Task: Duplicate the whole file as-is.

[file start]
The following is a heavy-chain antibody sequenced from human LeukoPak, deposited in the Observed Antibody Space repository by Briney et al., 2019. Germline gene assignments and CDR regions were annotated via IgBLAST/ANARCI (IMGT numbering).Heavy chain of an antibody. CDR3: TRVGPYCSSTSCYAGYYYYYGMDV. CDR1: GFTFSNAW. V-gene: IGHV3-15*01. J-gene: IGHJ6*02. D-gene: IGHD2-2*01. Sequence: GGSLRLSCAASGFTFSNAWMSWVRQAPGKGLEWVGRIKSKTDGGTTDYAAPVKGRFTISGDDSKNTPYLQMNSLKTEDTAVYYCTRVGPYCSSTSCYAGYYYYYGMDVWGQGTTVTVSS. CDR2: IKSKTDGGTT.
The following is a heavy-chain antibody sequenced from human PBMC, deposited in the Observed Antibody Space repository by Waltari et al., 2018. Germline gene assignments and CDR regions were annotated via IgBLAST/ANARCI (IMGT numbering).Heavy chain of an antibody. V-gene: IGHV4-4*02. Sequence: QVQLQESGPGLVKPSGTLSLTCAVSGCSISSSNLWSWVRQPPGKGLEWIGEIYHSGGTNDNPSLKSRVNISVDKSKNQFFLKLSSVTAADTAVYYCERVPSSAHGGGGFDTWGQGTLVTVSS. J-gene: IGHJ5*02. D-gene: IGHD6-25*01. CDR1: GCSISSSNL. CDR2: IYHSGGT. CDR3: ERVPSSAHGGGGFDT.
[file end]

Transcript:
The following is a heavy-chain antibody sequenced from human LeukoPak, deposited in the Observed Antibody Space repository by Briney et al., 2019. Germline gene assignments and CDR regions were annotated via IgBLAST/ANARCI (IMGT numbering).Heavy chain of an antibody. CDR3: TRVGPYCSSTSCYAGYYYYYGMDV. CDR1: GFTFSNAW. V-gene: IGHV3-15*01. J-gene: IGHJ6*02. D-gene: IGHD2-2*01. Sequence: GGSLRLSCAASGFTFSNAWMSWVRQAPGKGLEWVGRIKSKTDGGTTDYAAPVKGRFTISGDDSKNTPYLQMNSLKTEDTAVYYCTRVGPYCSSTSCYAGYYYYYGMDVWGQGTTVTVSS. CDR2: IKSKTDGGTT.
The following is a heavy-chain antibody sequenced from human PBMC, deposited in the Observed Antibody Space repository by Waltari et al., 2018. Germline gene assignments and CDR regions were annotated via IgBLAST/ANARCI (IMGT numbering).Heavy chain of an antibody. V-gene: IGHV4-4*02. Sequence: QVQLQESGPGLVKPSGTLSLTCAVSGCSISSSNLWSWVRQPPGKGLEWIGEIYHSGGTNDNPSLKSRVNISVDKSKNQFFLKLSSVTAADTAVYYCERVPSSAHGGGGFDTWGQGTLVTVSS. J-gene: IGHJ5*02. D-gene: IGHD6-25*01. CDR1: GCSISSSNL. CDR2: IYHSGGT. CDR3: ERVPSSAHGGGGFDT.